'It's like a dream or movie' - Ukrainian refugees on finding safety in Norfolk
- Credit: Chris Bishop
Mothers forced to flee war to protect their children are among the Ukrainian refugees that have found safety in Norfolk.
The people we spoke with shared a similar story - they escaped to give their young children a better life, parting with spouses and family members in order to do so, and leaving everything behind.
Although the refugees are still processing their decisions and the violence that continues in their homeland due to Russia's invasion, Norfolk has provided them a place of refuge and "calm".
Viktoriia Osmolovskaia, 35, who is now in Diss, has shared the traumatic scenes that compelled her to leave Kyiv to keep her six-year-old daughter Katalina away from harm.
A product manager at an automotive company, Mrs Osmolovskaia fled to the border the day the Russian invasion began on February 24. Her husband, mother and younger brother remain in Ukraine.
She described waking up at 5am in "disbelief" on the day to a friend crying on the phone before switching on the news channel to find out what was happening.
She said: "War started early in the morning and it was very dark, the sky landscape had different colours because of the bombing. It was like lightning.
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"When we escaped we saw a lot of military airplanes that were flying very close."
The mother thought the war would end after one day following conversations with Ukraine and Russia.
"We're in the 21st century," she added. "But it's not finished."
She fled to the Hungarian border with Katalina, her friend Iryna, 29, and her son, six, and later travelled on to Slovakia and then Germany before they applied to move to the UK under the Homes for Ukraine Sponsorship scheme.
The families arrived in Diss on April 23 and are staying with a host couple.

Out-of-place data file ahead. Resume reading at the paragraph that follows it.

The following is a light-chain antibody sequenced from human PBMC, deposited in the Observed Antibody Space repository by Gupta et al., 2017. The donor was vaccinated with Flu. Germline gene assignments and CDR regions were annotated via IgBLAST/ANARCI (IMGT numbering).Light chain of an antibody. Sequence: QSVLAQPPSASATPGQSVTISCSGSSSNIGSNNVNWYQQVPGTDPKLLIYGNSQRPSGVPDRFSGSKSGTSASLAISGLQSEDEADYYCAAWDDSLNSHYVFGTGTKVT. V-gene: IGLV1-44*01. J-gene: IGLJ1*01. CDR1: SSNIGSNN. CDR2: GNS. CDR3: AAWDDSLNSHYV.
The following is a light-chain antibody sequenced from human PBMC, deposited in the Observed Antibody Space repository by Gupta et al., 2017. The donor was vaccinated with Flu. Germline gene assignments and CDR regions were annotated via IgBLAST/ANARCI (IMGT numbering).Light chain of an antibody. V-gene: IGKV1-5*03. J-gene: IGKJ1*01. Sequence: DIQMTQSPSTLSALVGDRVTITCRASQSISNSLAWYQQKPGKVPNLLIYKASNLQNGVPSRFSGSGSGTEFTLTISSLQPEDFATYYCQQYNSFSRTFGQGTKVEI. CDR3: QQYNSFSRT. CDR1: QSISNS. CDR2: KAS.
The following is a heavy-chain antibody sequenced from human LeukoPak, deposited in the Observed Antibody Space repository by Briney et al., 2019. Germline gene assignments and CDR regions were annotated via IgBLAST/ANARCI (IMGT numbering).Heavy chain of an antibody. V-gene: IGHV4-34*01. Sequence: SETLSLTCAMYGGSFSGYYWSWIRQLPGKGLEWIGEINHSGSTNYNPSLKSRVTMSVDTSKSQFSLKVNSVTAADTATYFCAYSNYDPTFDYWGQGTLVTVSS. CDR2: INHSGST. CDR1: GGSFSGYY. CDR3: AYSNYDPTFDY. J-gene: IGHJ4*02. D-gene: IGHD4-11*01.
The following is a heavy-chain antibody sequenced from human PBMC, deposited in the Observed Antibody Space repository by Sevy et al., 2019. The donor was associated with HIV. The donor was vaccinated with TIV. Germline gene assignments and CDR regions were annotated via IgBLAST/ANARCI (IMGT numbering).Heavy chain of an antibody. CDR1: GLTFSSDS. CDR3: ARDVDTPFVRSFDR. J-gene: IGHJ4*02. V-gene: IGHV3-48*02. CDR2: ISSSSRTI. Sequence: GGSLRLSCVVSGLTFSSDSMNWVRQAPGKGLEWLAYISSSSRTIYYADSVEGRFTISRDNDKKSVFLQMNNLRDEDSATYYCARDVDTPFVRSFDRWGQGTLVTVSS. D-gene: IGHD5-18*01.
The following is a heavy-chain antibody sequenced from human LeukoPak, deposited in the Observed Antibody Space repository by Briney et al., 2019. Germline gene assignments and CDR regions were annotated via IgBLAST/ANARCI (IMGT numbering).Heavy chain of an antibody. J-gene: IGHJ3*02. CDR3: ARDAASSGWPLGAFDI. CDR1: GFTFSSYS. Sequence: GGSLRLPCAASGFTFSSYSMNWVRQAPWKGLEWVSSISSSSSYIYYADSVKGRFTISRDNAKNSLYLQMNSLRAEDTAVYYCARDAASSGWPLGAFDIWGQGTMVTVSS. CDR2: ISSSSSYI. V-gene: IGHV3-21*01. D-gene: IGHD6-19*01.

While processing the impact of the war, Mrs Osmolovskaia was struck with further sorrow a month ago after her father died suddenly in his sleep following heart problems.
She said: "Under Russian occupation there's a lack of doctors and hospitals and they could not help in that region.
"I left because I have a small daughter and wanted to keep her safe. It's difficult for me."
Olena Polyvach, 34, fled Kyiv for the same reason - for the safety of her one-year-old daughter Victoria.
The singer was left "stunned" by the harrowing news that a maternity hospital had been bombed in Mariupol on March 9.
After feeling there were "no rules" in the war, she escaped with Victoria, leaving behind her husband Sergei, friends and family.
Both mother and daughter have been staying in Whittington, near Downham Market, since April 22 after Mrs Polyvach was contacted by Jack Daubney, a musician she had worked with onboard cruise ships, who urged her to get out of Ukraine and stay with his parents Wayne and Angela.
The 34-year-old said: "The first two weeks were scary. I had spoken with my husband three time about leaving, but two times I didn't.
"Then I decided it was the right thing to do for Victoria because it started to get loud and closer.
"That's not how you want your one-year-old daughter to live."
As of May 30, more than 570 Ukrainian refugees had arrived in Norfolk under the scheme.
Mrs Osmolovskaia said that while she wants to return home she is grateful for the community support and peace in Diss, describing the town as "like a dream or a movie about England".
She said: "It has very nice and beautiful houses. I have never seen such narrow roads.
"I like Jane Austen and Pride and Prejudice, and the Bronte books.
"Norfolk is like that, what you watch in a cinema.
"Ukrainian and British people have a very similar sense of humour and I think people are very good and kind."
And Mrs Polyvach said the local community had been "very supportive", with Victoria being gifted toys and enjoying attending Tiny Tots.
Among those hosting Ukrainian refugees in the county is The Lady Dannatt, HM Lord-Lieutenant of Norfolk, and Lord Dannatt, who took mother and son Larysa and Bohdan Bobor, 16, into their Keswick home and have helped them settle into new and "vastly different circumstances".
Lady Dannatt said they has received some "exceptional help" from their immediate community, adding that Bohdan had been given a place at one of Norwich's top schools.
Lady Dannatt added: "The minuscule amount we are able to do in return is utterly humbling in comparison to their collective personal sacrifice."